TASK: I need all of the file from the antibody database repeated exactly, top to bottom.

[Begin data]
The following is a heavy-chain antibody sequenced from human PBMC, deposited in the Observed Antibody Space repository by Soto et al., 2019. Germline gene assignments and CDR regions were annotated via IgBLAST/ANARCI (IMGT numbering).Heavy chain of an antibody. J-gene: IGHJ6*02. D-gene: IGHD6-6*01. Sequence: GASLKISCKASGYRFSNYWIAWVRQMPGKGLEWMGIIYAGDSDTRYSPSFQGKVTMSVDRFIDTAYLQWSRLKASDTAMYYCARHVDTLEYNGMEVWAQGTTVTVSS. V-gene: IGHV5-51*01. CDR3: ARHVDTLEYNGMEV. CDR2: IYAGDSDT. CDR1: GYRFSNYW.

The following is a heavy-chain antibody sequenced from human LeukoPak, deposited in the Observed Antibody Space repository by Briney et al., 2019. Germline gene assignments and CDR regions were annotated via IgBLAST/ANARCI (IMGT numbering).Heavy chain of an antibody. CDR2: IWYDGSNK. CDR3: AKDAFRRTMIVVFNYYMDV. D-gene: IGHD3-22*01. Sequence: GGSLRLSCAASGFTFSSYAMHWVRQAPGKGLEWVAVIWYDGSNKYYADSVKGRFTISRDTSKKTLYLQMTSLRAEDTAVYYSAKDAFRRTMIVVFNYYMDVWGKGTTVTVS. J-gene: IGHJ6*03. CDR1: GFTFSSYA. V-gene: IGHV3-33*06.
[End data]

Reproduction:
The following is a heavy-chain antibody sequenced from human PBMC, deposited in the Observed Antibody Space repository by Soto et al., 2019. Germline gene assignments and CDR regions were annotated via IgBLAST/ANARCI (IMGT numbering).Heavy chain of an antibody. J-gene: IGHJ6*02. D-gene: IGHD6-6*01. Sequence: GASLKISCKASGYRFSNYWIAWVRQMPGKGLEWMGIIYAGDSDTRYSPSFQGKVTMSVDRFIDTAYLQWSRLKASDTAMYYCARHVDTLEYNGMEVWAQGTTVTVSS. V-gene: IGHV5-51*01. CDR3: ARHVDTLEYNGMEV. CDR2: IYAGDSDT. CDR1: GYRFSNYW.

The following is a heavy-chain antibody sequenced from human LeukoPak, deposited in the Observed Antibody Space repository by Briney et al., 2019. Germline gene assignments and CDR regions were annotated via IgBLAST/ANARCI (IMGT numbering).Heavy chain of an antibody. CDR2: IWYDGSNK. CDR3: AKDAFRRTMIVVFNYYMDV. D-gene: IGHD3-22*01. Sequence: GGSLRLSCAASGFTFSSYAMHWVRQAPGKGLEWVAVIWYDGSNKYYADSVKGRFTISRDTSKKTLYLQMTSLRAEDTAVYYSAKDAFRRTMIVVFNYYMDVWGKGTTVTVS. J-gene: IGHJ6*03. CDR1: GFTFSSYA. V-gene: IGHV3-33*06.